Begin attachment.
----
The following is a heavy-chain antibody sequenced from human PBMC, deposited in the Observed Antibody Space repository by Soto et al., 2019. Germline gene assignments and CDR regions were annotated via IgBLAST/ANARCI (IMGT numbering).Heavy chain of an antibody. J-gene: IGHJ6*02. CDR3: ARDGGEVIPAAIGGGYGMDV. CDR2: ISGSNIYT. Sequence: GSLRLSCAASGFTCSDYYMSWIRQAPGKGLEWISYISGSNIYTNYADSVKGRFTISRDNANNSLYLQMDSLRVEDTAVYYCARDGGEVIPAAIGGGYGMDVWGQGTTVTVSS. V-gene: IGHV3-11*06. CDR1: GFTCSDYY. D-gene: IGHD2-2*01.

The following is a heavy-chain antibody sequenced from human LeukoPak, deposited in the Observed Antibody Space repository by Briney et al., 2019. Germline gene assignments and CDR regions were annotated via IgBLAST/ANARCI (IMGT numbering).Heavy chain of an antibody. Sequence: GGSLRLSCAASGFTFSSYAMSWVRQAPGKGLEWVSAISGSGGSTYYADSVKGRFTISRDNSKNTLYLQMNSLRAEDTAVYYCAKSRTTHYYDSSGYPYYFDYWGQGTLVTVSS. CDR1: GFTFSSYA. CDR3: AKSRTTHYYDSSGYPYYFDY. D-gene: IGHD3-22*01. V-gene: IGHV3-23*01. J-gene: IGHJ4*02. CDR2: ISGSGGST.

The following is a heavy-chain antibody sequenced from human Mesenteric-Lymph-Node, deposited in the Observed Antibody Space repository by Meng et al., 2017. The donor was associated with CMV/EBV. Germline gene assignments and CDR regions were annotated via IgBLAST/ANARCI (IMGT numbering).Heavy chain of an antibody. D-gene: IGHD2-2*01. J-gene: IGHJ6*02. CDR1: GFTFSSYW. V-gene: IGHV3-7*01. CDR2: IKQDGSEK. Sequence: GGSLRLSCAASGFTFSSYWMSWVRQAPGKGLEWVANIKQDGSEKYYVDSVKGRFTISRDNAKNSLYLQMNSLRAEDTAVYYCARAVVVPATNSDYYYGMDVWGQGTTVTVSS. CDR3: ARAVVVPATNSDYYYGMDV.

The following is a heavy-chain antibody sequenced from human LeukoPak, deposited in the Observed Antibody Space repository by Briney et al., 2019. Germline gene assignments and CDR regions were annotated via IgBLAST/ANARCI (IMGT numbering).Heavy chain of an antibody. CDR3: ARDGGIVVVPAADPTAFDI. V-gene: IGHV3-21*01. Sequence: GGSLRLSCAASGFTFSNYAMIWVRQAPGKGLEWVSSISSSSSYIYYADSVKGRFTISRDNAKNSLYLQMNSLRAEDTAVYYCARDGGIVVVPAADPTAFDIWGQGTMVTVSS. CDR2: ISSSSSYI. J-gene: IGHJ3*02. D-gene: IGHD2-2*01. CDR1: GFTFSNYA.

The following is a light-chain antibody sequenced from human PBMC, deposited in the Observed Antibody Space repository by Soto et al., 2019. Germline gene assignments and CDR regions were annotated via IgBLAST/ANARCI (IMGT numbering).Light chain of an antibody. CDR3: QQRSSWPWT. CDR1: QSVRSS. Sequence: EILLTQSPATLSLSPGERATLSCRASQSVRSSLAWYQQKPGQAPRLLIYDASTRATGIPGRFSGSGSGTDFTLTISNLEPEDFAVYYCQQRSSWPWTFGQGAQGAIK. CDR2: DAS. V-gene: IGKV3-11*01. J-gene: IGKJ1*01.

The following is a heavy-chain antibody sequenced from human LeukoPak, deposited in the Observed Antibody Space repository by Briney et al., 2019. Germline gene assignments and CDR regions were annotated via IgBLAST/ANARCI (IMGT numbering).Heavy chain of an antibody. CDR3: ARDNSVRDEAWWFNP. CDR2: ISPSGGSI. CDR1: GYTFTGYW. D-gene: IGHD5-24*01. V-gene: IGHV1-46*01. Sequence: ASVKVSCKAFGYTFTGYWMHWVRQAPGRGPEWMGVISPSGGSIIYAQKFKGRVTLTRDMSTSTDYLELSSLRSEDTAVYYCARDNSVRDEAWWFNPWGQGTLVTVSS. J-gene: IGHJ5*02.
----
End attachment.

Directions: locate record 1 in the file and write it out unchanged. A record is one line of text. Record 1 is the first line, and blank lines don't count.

The following is a heavy-chain antibody sequenced from human PBMC, deposited in the Observed Antibody Space repository by Soto et al., 2019. Germline gene assignments and CDR regions were annotated via IgBLAST/ANARCI (IMGT numbering).Heavy chain of an antibody. J-gene: IGHJ6*02. CDR3: ARDGGEVIPAAIGGGYGMDV. CDR2: ISGSNIYT. Sequence: GSLRLSCAASGFTCSDYYMSWIRQAPGKGLEWISYISGSNIYTNYADSVKGRFTISRDNANNSLYLQMDSLRVEDTAVYYCARDGGEVIPAAIGGGYGMDVWGQGTTVTVSS. V-gene: IGHV3-11*06. CDR1: GFTCSDYY. D-gene: IGHD2-2*01.